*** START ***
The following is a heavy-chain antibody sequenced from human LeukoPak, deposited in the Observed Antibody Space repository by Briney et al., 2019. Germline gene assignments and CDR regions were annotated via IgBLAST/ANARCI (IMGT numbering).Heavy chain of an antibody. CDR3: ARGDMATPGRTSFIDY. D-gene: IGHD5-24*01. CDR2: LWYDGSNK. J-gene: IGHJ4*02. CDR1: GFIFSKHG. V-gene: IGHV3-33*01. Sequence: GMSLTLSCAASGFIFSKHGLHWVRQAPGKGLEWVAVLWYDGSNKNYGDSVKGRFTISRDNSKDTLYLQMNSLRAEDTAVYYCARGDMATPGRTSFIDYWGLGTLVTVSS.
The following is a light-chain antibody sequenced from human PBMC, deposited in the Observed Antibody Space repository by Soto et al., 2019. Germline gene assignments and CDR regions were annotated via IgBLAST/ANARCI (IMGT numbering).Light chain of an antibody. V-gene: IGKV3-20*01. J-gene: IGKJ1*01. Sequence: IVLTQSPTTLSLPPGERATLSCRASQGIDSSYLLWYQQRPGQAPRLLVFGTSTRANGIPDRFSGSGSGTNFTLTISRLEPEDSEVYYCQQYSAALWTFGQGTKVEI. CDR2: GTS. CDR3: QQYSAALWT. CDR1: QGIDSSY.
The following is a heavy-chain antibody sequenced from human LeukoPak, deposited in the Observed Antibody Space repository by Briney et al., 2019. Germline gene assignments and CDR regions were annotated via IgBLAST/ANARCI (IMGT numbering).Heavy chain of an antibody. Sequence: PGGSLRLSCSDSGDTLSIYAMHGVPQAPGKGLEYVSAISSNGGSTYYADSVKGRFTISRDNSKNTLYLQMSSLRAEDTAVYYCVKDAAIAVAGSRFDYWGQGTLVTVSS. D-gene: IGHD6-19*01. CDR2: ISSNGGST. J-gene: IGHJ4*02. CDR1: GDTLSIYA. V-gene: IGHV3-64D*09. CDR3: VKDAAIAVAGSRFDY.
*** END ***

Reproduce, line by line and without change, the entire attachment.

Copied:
The following is a heavy-chain antibody sequenced from human LeukoPak, deposited in the Observed Antibody Space repository by Briney et al., 2019. Germline gene assignments and CDR regions were annotated via IgBLAST/ANARCI (IMGT numbering).Heavy chain of an antibody. CDR3: ARGDMATPGRTSFIDY. D-gene: IGHD5-24*01. CDR2: LWYDGSNK. J-gene: IGHJ4*02. CDR1: GFIFSKHG. V-gene: IGHV3-33*01. Sequence: GMSLTLSCAASGFIFSKHGLHWVRQAPGKGLEWVAVLWYDGSNKNYGDSVKGRFTISRDNSKDTLYLQMNSLRAEDTAVYYCARGDMATPGRTSFIDYWGLGTLVTVSS.
The following is a light-chain antibody sequenced from human PBMC, deposited in the Observed Antibody Space repository by Soto et al., 2019. Germline gene assignments and CDR regions were annotated via IgBLAST/ANARCI (IMGT numbering).Light chain of an antibody. V-gene: IGKV3-20*01. J-gene: IGKJ1*01. Sequence: IVLTQSPTTLSLPPGERATLSCRASQGIDSSYLLWYQQRPGQAPRLLVFGTSTRANGIPDRFSGSGSGTNFTLTISRLEPEDSEVYYCQQYSAALWTFGQGTKVEI. CDR2: GTS. CDR3: QQYSAALWT. CDR1: QGIDSSY.
The following is a heavy-chain antibody sequenced from human LeukoPak, deposited in the Observed Antibody Space repository by Briney et al., 2019. Germline gene assignments and CDR regions were annotated via IgBLAST/ANARCI (IMGT numbering).Heavy chain of an antibody. Sequence: PGGSLRLSCSDSGDTLSIYAMHGVPQAPGKGLEYVSAISSNGGSTYYADSVKGRFTISRDNSKNTLYLQMSSLRAEDTAVYYCVKDAAIAVAGSRFDYWGQGTLVTVSS. D-gene: IGHD6-19*01. CDR2: ISSNGGST. J-gene: IGHJ4*02. CDR1: GDTLSIYA. V-gene: IGHV3-64D*09. CDR3: VKDAAIAVAGSRFDY.